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BEYOND 4.0: Inclusive Futures for Europe BEYOND the impacts of Industrie 4.0 and Digital Disruption

Keywords: education, european dimension

Project duration: 01.01.2019 - 31.12.2022

In purple oval circle in white capital letters written "Beyond 4.0". On the right above the "O" a small circle.
EU logo on red background © Quelle: sfs

EU Horizon 2020

BEYOND4.0 aims to help deliver an inclusive European future by examining the impact of the new technologies on the future of jobs, business models and welfare. We use a multidisciplinary research approach.

  • Nederlandse Organisatie Voor Toegepast Natuurwetenschappelijk Onderzoek (TNO - Coordination)
  • University of Warwick
  • Institute for the Study of Societies and Knowledge (Bulgaria)
  • University College London (UK)
  • University of Turku (Finland)
  • Conservatoire National Des Arts Et Metiers (France)
  • Helsingin Yliopisto (Finland)
  • Universidad Del Pais Vasco (Spain

The aim of BEYOND4.0 is to thoroughly examine the impact of the new technologies on the future of jobs, business models and welfare in the EU, using a multidisciplinary and innovative research approach, and to help direct an inclusive future.

BEYOND4.0 aims to help deliver an inclusive European future by examining the impact of the new technologies on the future of jobs, business models and welfare. We use a multidisciplinary research approach undertaken by a top-tier consortium with stakeholder engagement throughout the project.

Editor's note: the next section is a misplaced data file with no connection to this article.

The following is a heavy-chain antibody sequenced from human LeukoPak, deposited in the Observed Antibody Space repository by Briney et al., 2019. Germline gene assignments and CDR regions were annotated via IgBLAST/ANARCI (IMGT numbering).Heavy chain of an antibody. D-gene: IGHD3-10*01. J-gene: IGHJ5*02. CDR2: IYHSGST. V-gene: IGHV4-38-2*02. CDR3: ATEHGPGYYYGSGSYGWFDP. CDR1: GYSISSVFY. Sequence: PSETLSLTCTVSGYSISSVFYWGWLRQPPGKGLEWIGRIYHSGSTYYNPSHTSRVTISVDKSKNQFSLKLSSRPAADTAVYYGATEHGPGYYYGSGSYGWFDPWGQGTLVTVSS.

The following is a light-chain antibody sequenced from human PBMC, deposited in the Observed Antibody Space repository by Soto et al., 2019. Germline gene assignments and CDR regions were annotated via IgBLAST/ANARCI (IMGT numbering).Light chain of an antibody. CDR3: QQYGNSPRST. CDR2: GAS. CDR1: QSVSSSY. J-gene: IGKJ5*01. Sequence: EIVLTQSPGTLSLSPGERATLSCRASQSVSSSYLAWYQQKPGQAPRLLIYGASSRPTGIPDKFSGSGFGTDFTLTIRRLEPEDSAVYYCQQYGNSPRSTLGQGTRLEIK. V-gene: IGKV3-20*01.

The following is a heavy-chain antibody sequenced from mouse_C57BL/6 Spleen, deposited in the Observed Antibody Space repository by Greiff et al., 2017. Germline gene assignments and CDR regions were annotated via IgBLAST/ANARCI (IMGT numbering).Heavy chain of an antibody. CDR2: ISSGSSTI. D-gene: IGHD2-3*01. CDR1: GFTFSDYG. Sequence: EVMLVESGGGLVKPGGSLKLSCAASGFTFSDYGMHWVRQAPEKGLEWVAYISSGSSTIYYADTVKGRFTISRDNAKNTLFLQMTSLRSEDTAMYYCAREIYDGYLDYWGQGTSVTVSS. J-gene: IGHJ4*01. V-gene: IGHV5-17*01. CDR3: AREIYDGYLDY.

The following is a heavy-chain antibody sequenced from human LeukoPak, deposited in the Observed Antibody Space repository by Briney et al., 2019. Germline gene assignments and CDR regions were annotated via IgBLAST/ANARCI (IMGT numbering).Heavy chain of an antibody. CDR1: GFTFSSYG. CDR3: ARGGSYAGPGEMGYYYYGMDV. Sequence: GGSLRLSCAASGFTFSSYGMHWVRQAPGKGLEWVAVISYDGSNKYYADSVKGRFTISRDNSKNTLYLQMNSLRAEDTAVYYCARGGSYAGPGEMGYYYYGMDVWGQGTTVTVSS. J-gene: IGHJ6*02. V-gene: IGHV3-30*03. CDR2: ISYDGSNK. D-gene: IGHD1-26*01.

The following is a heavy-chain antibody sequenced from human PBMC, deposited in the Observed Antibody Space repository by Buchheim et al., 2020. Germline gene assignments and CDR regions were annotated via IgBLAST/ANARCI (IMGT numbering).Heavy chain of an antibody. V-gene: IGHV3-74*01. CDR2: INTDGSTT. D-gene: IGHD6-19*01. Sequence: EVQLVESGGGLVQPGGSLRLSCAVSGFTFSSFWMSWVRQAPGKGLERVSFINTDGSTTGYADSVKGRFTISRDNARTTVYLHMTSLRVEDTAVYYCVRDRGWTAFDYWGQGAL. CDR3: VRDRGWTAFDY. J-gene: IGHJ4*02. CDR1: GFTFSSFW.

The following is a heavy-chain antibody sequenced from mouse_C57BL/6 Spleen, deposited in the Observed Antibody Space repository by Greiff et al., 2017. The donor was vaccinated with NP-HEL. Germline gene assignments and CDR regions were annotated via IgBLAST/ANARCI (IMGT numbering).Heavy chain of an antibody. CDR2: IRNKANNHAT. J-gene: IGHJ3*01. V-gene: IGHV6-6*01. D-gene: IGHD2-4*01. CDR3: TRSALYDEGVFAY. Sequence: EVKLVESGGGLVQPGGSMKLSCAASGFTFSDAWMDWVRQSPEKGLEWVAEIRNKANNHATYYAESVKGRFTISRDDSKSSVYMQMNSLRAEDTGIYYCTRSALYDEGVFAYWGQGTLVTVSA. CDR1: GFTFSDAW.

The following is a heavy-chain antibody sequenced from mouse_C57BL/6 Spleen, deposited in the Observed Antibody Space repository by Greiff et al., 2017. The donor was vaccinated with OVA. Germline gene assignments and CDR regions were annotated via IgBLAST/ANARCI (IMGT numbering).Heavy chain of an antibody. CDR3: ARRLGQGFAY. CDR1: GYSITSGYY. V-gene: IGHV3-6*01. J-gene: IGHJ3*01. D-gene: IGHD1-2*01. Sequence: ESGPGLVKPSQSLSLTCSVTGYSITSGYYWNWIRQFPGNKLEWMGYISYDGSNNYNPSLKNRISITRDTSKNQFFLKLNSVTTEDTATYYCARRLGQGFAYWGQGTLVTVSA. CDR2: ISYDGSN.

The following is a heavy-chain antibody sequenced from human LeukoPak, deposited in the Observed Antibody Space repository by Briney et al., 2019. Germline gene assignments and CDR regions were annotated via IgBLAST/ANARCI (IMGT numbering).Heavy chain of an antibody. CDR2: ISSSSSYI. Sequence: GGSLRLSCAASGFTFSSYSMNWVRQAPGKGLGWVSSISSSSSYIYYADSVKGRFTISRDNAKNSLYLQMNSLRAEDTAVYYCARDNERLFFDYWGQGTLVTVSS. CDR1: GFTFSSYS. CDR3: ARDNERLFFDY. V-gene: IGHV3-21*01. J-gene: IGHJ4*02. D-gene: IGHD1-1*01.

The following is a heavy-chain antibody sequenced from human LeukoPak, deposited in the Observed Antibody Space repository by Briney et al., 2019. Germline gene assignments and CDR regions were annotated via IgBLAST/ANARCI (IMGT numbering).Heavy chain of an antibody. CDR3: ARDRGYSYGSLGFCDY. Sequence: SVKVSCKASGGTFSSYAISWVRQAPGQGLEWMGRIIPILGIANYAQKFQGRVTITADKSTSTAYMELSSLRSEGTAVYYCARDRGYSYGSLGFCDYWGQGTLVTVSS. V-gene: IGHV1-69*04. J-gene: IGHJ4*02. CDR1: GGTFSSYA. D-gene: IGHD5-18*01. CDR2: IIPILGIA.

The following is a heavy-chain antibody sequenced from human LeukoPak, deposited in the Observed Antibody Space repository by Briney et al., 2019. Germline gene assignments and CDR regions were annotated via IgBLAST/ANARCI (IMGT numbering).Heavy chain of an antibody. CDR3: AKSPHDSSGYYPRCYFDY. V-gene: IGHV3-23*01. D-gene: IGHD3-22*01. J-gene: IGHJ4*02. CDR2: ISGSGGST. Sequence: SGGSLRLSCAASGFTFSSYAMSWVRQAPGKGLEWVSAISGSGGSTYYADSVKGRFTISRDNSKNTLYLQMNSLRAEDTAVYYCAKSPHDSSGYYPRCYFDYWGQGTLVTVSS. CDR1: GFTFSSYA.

BEYOND4.0 has five objectives:

  1. Provide new, scientific insight into technological transformation
  2. Provide new, scientific insight into company strategies dealing with technological transformation
  3. Examine the impact of technological transformation on: a. quality, content, and distribution of work; b. skill needs; c. education and training; d. value creation by companies
  4. Identify policy options for: a. fiscal policy (e.g. robot taxes); b. welfare policy (e.g. basic income)
  5. Identify social investment approaches and tools for inclusive growth.

BEYOND4.0 generates this by:

  1. Building on state-of-the-art research and other EU projects
  2. Using innovative methods, and
  3. Combining historical, EU-wide, regional and company level data. We generate three new outcomes: 1. Scientific understanding of new technology impact; 2. Diagnostic and developmental tools to lever technological opportunities; 3. Evidence-based support for social and competitive EU policy strategy.